The Wall Street Journal reported today that a woman named Beth Urschel has filed a wrongful death suit against the state of Indiana over the death of her partner, Tammy Van Dam, in the tragic stage collapse at the Indiana State Fair on August 13. The problem for Urschel is that same sex marriage is illegal in Indiana.
“The lawsuit, filed Friday, gives Indiana courts the opportunity to rule on gay marriage, which is illegal there. In Indiana, the beneficiary of a wrongful-death suit must be the next of kin or spouse of the victim. The couple was married in Hawaii, which recognizes same-sex marriage.” The Journal wrote.
Same sex marriage has been in the news a lot over the last few years, and has been increasing in profile as a result of the large GOP presidential field and their differing views on the subject. Regular readers will not be surprised that I agree with Ron Paul’s view that governments should get out of the marriage licensing business altogether, and the Indiana case provides me with an excellent example of why both conservatives and liberals—but particularly conservatives—should support the libertarian viewpoint on this matter. Indeed, this is one instance where libertarians have a compromise solution that could put the same sex marriage issue to rest for good.
If you buy my premise that the dysfunctional left/right or liberal/conservative political paradigm should be replaced with an individualist/statist model in our political discourse, it is clear that conservatives are further to the statist side than libertarians when it comes to social issues. How far down the statist path any individual conservative goes depends on how much morality the given person thinks should be legislated. Ironically, many conservatives unwittingly end up further to the statist side of the spectrum than liberals when it comes to marriage, who would grant marriage licenses to a larger number of individuals.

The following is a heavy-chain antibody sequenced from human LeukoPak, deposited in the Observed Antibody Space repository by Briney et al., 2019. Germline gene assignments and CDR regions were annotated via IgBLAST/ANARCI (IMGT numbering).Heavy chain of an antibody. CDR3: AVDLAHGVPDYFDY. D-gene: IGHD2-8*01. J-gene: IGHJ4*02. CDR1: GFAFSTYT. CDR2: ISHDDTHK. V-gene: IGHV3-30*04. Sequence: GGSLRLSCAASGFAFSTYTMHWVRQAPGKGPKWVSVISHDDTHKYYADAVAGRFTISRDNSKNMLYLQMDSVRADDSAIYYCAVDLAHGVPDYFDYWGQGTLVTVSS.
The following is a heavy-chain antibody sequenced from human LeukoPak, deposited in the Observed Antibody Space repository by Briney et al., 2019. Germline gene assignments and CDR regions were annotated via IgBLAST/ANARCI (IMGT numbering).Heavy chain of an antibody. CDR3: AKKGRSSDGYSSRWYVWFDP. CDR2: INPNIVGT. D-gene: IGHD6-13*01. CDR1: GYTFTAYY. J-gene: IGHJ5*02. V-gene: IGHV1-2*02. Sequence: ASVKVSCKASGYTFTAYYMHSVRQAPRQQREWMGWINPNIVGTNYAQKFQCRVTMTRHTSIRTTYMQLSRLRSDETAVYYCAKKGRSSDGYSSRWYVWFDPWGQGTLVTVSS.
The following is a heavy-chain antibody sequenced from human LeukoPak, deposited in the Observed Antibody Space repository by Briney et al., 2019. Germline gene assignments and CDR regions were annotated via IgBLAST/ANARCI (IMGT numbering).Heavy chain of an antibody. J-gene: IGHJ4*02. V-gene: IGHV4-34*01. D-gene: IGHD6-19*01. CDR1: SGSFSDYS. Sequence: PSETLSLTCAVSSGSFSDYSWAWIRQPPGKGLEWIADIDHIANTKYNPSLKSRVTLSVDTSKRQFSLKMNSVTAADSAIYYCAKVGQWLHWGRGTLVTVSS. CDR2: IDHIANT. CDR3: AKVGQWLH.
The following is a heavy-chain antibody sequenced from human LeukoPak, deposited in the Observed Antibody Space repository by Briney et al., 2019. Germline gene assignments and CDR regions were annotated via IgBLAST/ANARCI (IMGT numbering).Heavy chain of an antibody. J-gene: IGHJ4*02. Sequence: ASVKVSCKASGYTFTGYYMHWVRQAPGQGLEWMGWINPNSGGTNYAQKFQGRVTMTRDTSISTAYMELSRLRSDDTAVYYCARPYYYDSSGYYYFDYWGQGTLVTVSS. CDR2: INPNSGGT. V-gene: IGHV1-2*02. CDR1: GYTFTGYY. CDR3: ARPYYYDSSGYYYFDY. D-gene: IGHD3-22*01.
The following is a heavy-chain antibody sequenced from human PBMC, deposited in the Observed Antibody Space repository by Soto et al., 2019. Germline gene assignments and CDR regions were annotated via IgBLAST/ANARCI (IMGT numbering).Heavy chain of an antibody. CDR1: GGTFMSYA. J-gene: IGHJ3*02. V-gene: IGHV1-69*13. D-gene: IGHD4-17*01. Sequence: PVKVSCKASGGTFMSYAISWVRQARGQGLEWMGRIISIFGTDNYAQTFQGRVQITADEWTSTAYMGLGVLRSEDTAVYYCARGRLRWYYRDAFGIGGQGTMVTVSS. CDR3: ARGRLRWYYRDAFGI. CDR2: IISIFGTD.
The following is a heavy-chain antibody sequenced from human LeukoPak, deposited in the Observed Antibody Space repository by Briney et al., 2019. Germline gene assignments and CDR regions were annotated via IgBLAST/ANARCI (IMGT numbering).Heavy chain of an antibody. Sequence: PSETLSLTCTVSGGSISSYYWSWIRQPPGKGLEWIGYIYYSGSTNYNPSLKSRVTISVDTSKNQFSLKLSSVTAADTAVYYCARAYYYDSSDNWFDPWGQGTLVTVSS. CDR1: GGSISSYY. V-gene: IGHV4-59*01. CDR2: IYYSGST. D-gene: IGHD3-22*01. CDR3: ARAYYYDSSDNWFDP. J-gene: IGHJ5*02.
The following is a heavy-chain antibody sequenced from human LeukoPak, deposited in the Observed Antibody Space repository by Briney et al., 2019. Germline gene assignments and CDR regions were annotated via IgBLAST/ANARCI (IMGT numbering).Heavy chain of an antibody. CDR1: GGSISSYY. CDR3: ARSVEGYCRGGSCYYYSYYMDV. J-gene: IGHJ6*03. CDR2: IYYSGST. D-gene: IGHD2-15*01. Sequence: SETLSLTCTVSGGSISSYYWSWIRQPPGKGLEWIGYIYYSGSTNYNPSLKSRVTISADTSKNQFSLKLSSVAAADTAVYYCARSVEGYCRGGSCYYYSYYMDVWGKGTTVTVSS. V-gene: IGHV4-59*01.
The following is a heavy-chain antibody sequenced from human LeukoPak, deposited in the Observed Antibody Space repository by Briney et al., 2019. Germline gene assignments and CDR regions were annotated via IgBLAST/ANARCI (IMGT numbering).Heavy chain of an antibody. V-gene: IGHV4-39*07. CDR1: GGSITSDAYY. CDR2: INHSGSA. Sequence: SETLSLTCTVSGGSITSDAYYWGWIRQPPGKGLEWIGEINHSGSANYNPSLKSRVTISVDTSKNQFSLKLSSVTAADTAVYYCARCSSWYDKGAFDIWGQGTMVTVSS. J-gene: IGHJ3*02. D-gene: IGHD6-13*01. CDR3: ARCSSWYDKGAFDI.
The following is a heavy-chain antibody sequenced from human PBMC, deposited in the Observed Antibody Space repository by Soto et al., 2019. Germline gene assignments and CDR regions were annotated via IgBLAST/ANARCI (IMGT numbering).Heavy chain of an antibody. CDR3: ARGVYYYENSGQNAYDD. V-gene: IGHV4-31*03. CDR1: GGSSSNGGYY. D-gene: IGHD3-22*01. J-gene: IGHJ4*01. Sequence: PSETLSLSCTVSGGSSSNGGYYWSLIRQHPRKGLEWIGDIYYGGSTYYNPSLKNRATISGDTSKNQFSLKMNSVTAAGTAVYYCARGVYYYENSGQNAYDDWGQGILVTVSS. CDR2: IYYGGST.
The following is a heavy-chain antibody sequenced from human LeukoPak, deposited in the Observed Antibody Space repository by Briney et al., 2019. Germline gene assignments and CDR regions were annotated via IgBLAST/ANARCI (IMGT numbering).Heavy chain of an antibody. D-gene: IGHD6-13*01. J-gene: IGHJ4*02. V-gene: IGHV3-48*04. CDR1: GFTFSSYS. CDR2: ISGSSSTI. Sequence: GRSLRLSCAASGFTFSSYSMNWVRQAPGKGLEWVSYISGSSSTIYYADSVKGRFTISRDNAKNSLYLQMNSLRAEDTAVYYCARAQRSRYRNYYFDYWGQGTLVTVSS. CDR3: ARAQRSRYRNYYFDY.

This all begs the question: Why do we license marriages at all? George Washington didn’t have a marriage license, but I don’t think anyone questions the validity of his marriage to Martha.
As Wayne Allyn Root points out in The Conscience of a Libertarian, marriage licenses became popular as a tool to prevent mixed-race marriages. So, roughly speaking, the definition of marriage was “between a white man and a white woman” or “between a black man and a black woman,” and so forth. It wasn’t until 1968 when the Supreme Court held in Loving v. Virginia that these miscegenation laws were unconstitutional. (See here for more on the use of the intersections of marriage licensing and social policies.)
I point out this historical tidbit for two reasons. First, advocates of heterosexual-only marriage licensing should be aware of the racist roots of marriage licensing in America. Second, look at the fearsome power holds over the lives of individuals when cultural morality is used as the basis for government action.
This brings me back to the Indiana case, and the larger political point that has been made by social libertarians for years. If you want to regulate social issues based on your own personal moral views, you had better retain control of all legislative bodies in the country, as well as all of the courts, because if you lose any of them, you will end up with a government-sponsored moral code that you oppose. Thus, if the recently-filed wrongful death suit ends up at the Hoosier state’s highest court, and the court holds that the state must license same sex marriages, that which you believe to be immoral will be legally sanctioned.
So I ask the question again: Why do we license marriages? Speaking specifically to social conservatives, isn’t God’s blessing adequate? Indeed, I found this article in which one Pastor Matt Trewhella specifically urges Christians to not seek a marriage license, under the theory that state licensing is a usurpation of God’s jurisdiction over the matter!
So, if states across the country had done as Ron Paul, Wayne Allyn Root, and thousands of other libertarians have argued, we wouldn’t have to listen to GOP nominees discuss their views on same sex marriage at a time when the country is bankrupt and facing much larger problems. Conservatives and liberals in Hoosier-land wouldn’t be fretting over a wrongful death suit. The issue would be over, period.
Perhaps that’s a compromise that conservatives and liberals can agree on.
This article is also posted at The Country Thinker.